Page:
The measure of Ball’s courage is that this Henry is hardly on her stage at all; she simply refuses to tell that story, having faith instead in her own. This faith is well-founded: she carries off her task with aplomb, without the slightest trace of the anxiety she must certainly have been feeling. Her book is the better for it, since Eleanor’s young life makes for fascinating reading even in the dry historical documents that register it. In the hands of a skilled novelist with an ear for dialogue, it becomes a gold mine.
So: virtually no Henry, but we do get (in an oddly oedipal eventuality) an absolutely vibrant, utterly living portrait of Geoffrey of Anjou, Henry’s indominable father. He stalks across these pages alternating between serpentine calibration and blood-curdling rage – he’s easily Ball’s most memorable male character. He’s the type of ferally smart, instinctively bloodthirsty figure who makes you wonder how on Earth the generations continued. He’s not a monster like his son was, a monster with a higher purpose – he’s just a monster, with a hard army and some cold cash at his back.
Still, Henry is here, a little grubby, a little desperate, but present nonetheless, as testimony to Ball’s awareness that she’s only telling part of an entirely remarkable story. She concludes her story with her young Eleanor in the passionate embrace of this vulpine young man, and those readers familiar with their history will feel exactly the heart-pang Ball intends, as her young Eleanor senses that this is the beginning of everything good in her life.
“Shadowy figures passed before her eyes,” Ball writes, “not the army of skeletons that had tortured her dreams before Outremer but tall, proud men whose features mingled the Plantagenet fairness with the height and dignity of Aquitaine. Sons. I will have sons, and they will live.”
Well, yes. But we all know (at least, we hope) the horrible realities that followed from those dreams: the dead young king, the sundered country, the civil wars, the fretful reconciliations, the terrible deals with all posterities. Ball knows them as well as we do, and yet she tells her more innocent tale in the full sunshine of its own merits.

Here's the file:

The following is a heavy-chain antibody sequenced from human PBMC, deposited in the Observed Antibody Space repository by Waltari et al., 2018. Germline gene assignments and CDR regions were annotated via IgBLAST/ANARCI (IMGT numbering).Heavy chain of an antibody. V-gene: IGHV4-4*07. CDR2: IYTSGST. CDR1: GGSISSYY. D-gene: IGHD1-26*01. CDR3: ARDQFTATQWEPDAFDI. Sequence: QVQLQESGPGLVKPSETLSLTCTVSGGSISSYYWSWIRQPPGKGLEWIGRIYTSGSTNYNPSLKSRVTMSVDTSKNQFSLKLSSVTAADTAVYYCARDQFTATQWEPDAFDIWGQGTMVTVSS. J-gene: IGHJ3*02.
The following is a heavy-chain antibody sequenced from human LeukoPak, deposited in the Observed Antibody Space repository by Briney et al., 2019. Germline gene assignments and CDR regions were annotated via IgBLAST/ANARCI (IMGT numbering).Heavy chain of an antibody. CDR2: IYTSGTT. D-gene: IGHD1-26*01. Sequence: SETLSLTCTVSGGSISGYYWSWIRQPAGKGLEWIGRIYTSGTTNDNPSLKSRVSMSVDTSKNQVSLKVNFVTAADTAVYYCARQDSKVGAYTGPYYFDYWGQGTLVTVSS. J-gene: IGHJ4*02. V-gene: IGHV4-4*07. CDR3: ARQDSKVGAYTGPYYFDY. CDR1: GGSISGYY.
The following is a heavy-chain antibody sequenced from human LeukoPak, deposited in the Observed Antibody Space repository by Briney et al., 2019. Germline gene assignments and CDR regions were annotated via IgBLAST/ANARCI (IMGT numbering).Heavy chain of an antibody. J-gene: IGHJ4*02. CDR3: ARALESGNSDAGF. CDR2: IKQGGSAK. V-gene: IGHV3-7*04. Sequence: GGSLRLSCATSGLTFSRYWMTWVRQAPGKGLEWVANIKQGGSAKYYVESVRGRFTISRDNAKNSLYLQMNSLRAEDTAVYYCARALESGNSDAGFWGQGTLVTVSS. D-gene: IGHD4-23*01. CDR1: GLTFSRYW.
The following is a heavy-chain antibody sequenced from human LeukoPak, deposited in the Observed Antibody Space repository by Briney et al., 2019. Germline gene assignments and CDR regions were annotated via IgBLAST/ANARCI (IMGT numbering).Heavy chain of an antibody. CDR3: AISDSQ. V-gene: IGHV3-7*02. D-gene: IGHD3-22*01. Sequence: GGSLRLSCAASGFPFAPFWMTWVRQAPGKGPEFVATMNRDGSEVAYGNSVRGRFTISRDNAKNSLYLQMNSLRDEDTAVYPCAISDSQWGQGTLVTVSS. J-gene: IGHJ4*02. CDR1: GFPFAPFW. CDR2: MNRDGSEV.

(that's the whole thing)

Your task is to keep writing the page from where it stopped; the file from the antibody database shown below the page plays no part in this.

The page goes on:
Still, the fact that she ends this novel at such a moment tempts the reader to think she might move on to write of stormier times for her heroine. That would be bad news for Eleanor, but good news for us.
June 8th, 2007
Our book today is David Cannadine’s meticulous, magisterial magnum opus, “The Decline and Fall of the British Aristocracy.”
You see the challenge right away, the dare: any large work of history whose title starts with ‘the decline and fall’ intentionally invites comparison with the mother of all historical works, Edward Gibbon’s “The Decline and Fall of the Roman Empire.”
Gibbon’s book is longer, smarter, and even now better than almost everything that’s followed since on any subject, and don’t think serious historians don’t ponder that horrifying fact from time to time. Watered-down popular histories – replete with pieties and Polaroid morals – always abound and care not at all about what their more respectable brethren are doing. Middlebrow histories – usually written by third-tier academics with their eyes on the possibility of an unexpected bestseller here or there – are slightly more palatable but still essentially pietistic, essentially written for children. And written for children advisedly, for children still expect all their stories to have happy endings. And as educational standards in the United States have continued their dire downward spiral, more and more adult readers approach the reading of history at the level of children, unaware of the facts, ignorant of virtually all elements of the past that don’t directly involve themselves personally. Except these children are investment brokers, actuaries, corporate accountants, federal lawyers, computer systems analysts, biotech workers, and political activists, and Presidents, and many, many others who will be the architects of our future, whether we like it or not.
The publishing industry can hardly be blamed for catering to this burgeoning demography of slack-jawed idiots. That’s where the money is, after all, and publishers care about nothing in advance of money.
The net effect, though, is that actually real, serious histories are being written for a rapidly shrinking minority of readers. And it gets worse: serious historians, sensing perhaps how quickly the iceberg on which they’re perched is shrinking, increasingly panic in one of two directions: either they clutter their works with impenetrable professional jargon, or worse, much worse, they start dumbing things down in the furtive hope of finding a popular audience. If you examine the history section of your local Barnes & Noble, you’ll find a dozen examples of people who should know better writing for people who don’t know better. It can get depressing.